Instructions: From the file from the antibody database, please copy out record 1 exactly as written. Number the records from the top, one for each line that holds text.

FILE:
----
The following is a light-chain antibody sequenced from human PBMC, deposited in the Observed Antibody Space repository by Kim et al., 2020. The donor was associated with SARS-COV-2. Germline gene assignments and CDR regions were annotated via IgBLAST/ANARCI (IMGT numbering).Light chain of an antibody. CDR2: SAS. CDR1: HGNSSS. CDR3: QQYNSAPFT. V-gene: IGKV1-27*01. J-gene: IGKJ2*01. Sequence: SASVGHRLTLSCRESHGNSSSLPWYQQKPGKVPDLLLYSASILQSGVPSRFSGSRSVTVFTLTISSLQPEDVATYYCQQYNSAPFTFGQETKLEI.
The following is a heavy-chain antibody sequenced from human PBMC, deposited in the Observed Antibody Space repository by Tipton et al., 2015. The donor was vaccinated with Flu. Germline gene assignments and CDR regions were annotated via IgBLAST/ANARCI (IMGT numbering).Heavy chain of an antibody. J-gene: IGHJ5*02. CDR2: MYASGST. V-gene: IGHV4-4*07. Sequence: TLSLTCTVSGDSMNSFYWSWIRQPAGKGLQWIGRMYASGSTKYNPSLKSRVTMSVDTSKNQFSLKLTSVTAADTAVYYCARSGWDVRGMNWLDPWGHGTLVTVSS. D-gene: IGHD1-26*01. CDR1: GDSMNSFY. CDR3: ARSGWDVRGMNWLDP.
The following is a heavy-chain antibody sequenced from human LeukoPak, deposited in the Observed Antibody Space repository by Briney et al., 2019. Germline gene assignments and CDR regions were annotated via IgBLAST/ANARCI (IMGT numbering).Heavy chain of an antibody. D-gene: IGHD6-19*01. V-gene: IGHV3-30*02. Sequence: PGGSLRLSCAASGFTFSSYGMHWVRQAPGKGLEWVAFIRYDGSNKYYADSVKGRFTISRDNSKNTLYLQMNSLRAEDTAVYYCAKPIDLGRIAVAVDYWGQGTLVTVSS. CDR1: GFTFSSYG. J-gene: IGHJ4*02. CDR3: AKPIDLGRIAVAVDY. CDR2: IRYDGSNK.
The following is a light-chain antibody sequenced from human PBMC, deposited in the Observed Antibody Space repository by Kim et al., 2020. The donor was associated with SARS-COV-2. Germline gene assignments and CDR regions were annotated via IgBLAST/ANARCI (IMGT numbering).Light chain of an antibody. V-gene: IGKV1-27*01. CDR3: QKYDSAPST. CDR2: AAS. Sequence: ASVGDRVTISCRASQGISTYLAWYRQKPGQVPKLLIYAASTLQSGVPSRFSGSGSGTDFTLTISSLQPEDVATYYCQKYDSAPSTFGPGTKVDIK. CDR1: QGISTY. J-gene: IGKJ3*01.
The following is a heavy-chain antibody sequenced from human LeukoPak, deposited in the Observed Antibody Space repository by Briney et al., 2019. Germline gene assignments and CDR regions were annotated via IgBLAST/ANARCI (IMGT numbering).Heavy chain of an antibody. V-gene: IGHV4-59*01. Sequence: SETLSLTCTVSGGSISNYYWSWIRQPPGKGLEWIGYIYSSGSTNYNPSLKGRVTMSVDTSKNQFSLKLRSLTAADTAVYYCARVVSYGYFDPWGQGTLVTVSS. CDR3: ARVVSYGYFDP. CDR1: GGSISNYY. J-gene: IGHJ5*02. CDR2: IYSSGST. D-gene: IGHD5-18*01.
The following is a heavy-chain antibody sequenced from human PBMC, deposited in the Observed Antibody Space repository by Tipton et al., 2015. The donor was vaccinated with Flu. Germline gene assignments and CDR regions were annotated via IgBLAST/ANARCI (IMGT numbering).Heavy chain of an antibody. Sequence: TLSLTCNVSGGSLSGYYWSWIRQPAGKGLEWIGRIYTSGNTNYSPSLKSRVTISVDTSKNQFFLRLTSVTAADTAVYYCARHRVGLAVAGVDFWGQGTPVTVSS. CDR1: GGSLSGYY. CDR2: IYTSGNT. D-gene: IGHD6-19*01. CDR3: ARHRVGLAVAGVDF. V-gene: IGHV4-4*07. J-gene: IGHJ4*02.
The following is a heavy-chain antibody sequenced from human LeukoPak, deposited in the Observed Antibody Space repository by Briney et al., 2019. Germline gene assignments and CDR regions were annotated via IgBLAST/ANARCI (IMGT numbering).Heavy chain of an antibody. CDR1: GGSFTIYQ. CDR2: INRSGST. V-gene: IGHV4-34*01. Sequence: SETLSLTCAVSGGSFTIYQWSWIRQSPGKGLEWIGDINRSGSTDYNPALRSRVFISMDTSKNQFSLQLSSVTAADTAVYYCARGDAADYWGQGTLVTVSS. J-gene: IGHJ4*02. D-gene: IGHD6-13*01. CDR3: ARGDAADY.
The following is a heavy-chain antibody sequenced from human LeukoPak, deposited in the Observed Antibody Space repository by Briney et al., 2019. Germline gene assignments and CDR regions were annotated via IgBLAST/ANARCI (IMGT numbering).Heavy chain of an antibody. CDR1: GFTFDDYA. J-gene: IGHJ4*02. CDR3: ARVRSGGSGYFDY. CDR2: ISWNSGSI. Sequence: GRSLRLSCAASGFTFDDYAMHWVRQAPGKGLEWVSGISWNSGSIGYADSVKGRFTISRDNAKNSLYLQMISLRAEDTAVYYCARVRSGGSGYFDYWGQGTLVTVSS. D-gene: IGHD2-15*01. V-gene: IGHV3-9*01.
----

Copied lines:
The following is a light-chain antibody sequenced from human PBMC, deposited in the Observed Antibody Space repository by Kim et al., 2020. The donor was associated with SARS-COV-2. Germline gene assignments and CDR regions were annotated via IgBLAST/ANARCI (IMGT numbering).Light chain of an antibody. CDR2: SAS. CDR1: HGNSSS. CDR3: QQYNSAPFT. V-gene: IGKV1-27*01. J-gene: IGKJ2*01. Sequence: SASVGHRLTLSCRESHGNSSSLPWYQQKPGKVPDLLLYSASILQSGVPSRFSGSRSVTVFTLTISSLQPEDVATYYCQQYNSAPFTFGQETKLEI.